Ghosting in Maya 2022 now takes full advantage of Cached Playback, displaying the information already stored in  the cache. The new Ghosting Editor lets artists create images that echo their animations, so they can visualize movement and manage how and what parts of their characters they would like to see in the Viewport. 

Cached Playback support for simulations and dynamics  

Maya 2022 also improves the speed and performance of simulation and dynamics caching, enabling artists to stay  in flow and iterate their work in real-time at final frame quality. 

Cached Playback support in the Time Editor 

The Time Editor now fully supports Cached Playback allowing animators to work and hit play without needing to  playblast. When loading a scene with Time Editor clips, Cached Playback is no longer automatically disabled. 

Additive Animation Clips in the Time Editor 

Animators can now set clips to be additive, allowing them to mix two clips together seamlessly. For example, a  clip of an arm waving can be blended with a clip of someone walking, even as the animation moves forward in  space. If a clip is set to ‘additive’, it will be evaluated relative to its first frame of animation and added on top of  the underlying clip animation.  

Graph Editor Improvements 

Maya 2022 also adds several improvements to the Graph Editor, bringing artists a smoother animating experience. A new Peak Removal filter in the Graph Editor Curves menu enables artists to clean up unwanted spikes and peaks  in their animation curves by averaging their values based on neighboring keys. An improved alternative to the  legacy Resample filter, the new Smooth (Gaussian) filter gives animators more control over the range and width  of blur effects. The Preserve Tangent Type option, formerly only available for the Insert Keys tool in the Graph  Editor, is now also available in the Add Keys tool, helping to reduce the amount of time needed to craft curve  shapes.

New Auto Tangent Types 

New options for Auto Tangents in the Graph Editor offer an improved algorithm, giving animators better control and more predictable results. 

 

Modern rigging workflows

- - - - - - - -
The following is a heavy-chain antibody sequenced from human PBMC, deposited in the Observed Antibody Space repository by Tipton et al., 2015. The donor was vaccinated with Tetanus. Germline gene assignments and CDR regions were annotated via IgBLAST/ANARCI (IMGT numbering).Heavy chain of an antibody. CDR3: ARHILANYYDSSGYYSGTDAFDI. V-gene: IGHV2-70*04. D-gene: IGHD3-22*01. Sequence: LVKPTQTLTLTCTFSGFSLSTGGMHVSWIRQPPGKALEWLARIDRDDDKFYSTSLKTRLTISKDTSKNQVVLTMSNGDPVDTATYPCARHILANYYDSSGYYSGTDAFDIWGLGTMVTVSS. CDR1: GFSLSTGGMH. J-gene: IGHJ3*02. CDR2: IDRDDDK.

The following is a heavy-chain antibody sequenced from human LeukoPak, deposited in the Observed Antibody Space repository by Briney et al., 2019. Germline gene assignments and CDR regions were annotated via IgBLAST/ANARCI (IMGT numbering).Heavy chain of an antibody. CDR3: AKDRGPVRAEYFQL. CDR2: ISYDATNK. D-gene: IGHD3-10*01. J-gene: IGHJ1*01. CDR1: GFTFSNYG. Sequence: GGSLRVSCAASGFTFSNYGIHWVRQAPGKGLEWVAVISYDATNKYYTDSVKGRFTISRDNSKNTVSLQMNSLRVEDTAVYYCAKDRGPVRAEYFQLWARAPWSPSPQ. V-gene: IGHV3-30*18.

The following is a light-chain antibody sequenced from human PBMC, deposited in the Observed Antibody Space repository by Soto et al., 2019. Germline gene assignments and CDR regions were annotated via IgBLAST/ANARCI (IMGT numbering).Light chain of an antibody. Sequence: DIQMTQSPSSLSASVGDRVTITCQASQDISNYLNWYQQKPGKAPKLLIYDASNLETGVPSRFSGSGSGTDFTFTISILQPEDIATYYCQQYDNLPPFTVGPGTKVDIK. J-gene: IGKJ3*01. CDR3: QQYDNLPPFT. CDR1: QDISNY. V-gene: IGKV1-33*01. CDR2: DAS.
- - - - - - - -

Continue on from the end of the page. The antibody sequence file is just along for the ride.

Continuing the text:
Maya 2022 introduces several procedural, topology-independent rigging workflows. Component Tags and  Deformer Falloffs bring artists modern methods for defining membership and weighting, as well as seamlessly  sharing that data between geometry and deformers. Building on Maya’s already extensive deformation toolset,  the release also adds powerful new Solidify and Morph deformers.  

Component Tags 

Component Tags allow geometry to store named sets of components directly on a shape node. These sets can  then be passed to and used by other nodes. Component tags benefit riggers in several ways: 

  • Topology independence: Deformers can use component tags along expressions to define deformation  membership in a topologically independent way.  
  • Cleaner, more efficient deformer graphs: Component Tags can simplify the deformer graph by  significantly reducing the number of nodes and connections required for deformation. 

Deformer Falloffs 

Deformer falloffs provide a new method for defining deformation weighting. Unlike traditional deformer  weighting, once defined, falloffs can be shared and reused in a topologically independent way. Riggers can take  advantage of deformer falloffs with many of the most commonly used deformers, including Skin Cluster, Cluster,  BlendShape, Proximity Wrap, Tension, Lattice, Wire, Delta Mush, and all nonlinear deformers. 

EvalFalloff Node 

A new evalFalloff node can be used to expand the falloff system to support legacy deformers. Riggers can use this  node to evaluate falloffs on geometry to drive traditional weighting on deformers such as BlendShape targets. 

Solidify Deformer 

In conjunction with Component Tags, the new Solidify deformer enables artists to create areas of geometry that  appear more solid when deformed. For example, this new technique can be used by riggers to define rigid parts of  a character (such as spikes or claws) that should be preserved when the character is being deformed by a  skeleton. 

Morph Deformer 

With the new Morph deformer, riggers can seamlessly blend from one shape to another. Using the component  lookup feature, it is now possible to morph a shape using only a subset of its components. This provides a modern  alternative to the BlendShape deformer with benefits that include GPU acceleration and topology independence. 

Always Draw on Top attribute 

When the new Always Draw on Top attribute is enabled on a Curve shape node, the curve will be visible in the  Viewport even when occluded by other objects in the scene. This is particularly useful for control rigs. Curves that  are used as rig control objects can now be displayed in the Viewport on top of other objects, improving visibility  of the rig.